Whenever a film or TV show needs to film in a prison location, the go-to place to scout is a decommissioned jail at the Nassau County Correctional Facility.
Located in East Meadow, Long Island, the NCCF is the working jail for Nassau County. For years, inmates were housed in the facility pictured. Once a state-of-the-art jail, it no longer meets modern standards and was shut down some time ago. In recent years, it has found a new use as a set for numerous films and television shows.
I’ve scouted the jail numerous times over the past year, and the sheriff’s office has always been more than accommodating in arranging tours. The jail is an excellent, flexible, and totally unique filming location, and the revenue from productions goes to Nassau County. To help spread the word, I asked permission to post some of my pictures here for other scouts, filmmakers, and interested parties to see.
Jails are stark, lonely, claustrophobic and frightening places. This might all seem painfully obvious, but you don’t realize how true it is until you tour one on an overcast day.
This is a parking lot for guards.
A few barbecues in the parking lot for the guards. I love the sign reading “Cafe Carucci” – wonder if he was a particularly good cook?
There are some great signage relics in the lot:
This sign in particular is amusing: NO dumping garbage HERE, in this ONE SPOT!
And this sign, at the entrance to the facility, seems pretty important:
When you get off the elevator, you find yourself in a hallway lined with pastel green/black trim doors.
Go down the hall and you’ll find yourself in the main cell block, consisting of four rows of grayish-white cells that seem to go on endlessly.
A second wall of bars separates the guard hallway from the cells:
The cells are small, each with its own toilet and sink (the older cells have porcelain, the newer have stainless steel). Each cell features a different configuration of beds. All are incredibly claustrophobic.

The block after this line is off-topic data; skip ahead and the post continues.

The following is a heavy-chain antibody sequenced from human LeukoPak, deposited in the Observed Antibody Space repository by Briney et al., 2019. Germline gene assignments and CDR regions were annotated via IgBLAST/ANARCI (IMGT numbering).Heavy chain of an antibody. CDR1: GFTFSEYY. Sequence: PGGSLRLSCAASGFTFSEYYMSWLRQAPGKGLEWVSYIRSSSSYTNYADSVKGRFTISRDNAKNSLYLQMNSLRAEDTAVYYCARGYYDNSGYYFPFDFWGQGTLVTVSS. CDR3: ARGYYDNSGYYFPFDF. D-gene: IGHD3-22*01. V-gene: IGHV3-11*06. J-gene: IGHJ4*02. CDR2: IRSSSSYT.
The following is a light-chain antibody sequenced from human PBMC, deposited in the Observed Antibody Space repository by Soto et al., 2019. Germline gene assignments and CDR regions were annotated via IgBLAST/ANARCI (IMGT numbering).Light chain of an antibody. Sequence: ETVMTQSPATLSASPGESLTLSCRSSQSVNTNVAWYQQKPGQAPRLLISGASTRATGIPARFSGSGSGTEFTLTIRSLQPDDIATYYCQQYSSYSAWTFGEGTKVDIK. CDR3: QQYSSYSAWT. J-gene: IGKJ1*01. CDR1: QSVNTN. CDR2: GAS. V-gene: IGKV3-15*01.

At the end of one cell block is this old desk, still covered in notebooks and ledgers from when the jail was an active facility.
This ancient device controls the cell doors, and incredibly, it STILL WORKS! My understanding is that you choose the cells, then turn the crank on the right to open or close the doors.
Old speaker system mounted in the hallways:
The windows are completely glazed over, preventing any view to the outside world. All that comes through is an unwavering harsh white light. Occasionally, pigeons will land outside the windows, stay a minute, then fly away. I can only imagine how torturous this must have been for inmates to watch:
The cell blocks are all double-tiered:
In addition to the main blocks, there are some really interesting alternate cells. This is the old solitary confinement. Each of the two rooms has a single jail cell:
With the lights off and the door closed, you do NOT want to spend much time here.
This is the female cell block. At some point in the 1970’s, the women were given colorful paint to brighten up their cells. This is the result:
A closer view:
This is a section of a cell block reserved for the most depraved of inmates. If you notice, I’m taking this picture through a layer of plexi-glass ala Silence of the Lambs. This was to protect guards and visitors from any feces, urine, semen, or other bodily fluids that might be flung.
This hallway connects the cell blocks to the cafeteria. In the middle of it is a guard’s booth:
You can’t get props as realistic as the worn chairs, the old rolodex, the 1970’s desks…
…or the killer stereo!
The cafeteria has fallen into disrepair, but could easily be fixed up to accommodate a mess hall scene (or other locations – an indoor workout room, for example).
This is where prisoners would get their meal trays:
This door leads to the guard’s cafeteria:
This is the old style of inmate table, which I’m told is an antique.
This is the rec yard, which is still used by the active jails. Filming is difficult but possible here:
A guard’s booth sits in one corner. Note that it can’t be entered from the yard.
A single basketball court sits in one corner:
The Nassau County Jail is a one-of-a-kind location, which can be used for just about any prison/jail scenario you can imagine. The facility is in excellent condition, and offers a very flexible schedule. Anyone interested in using the jail can contact the Nassau County Film Commission here for more information.
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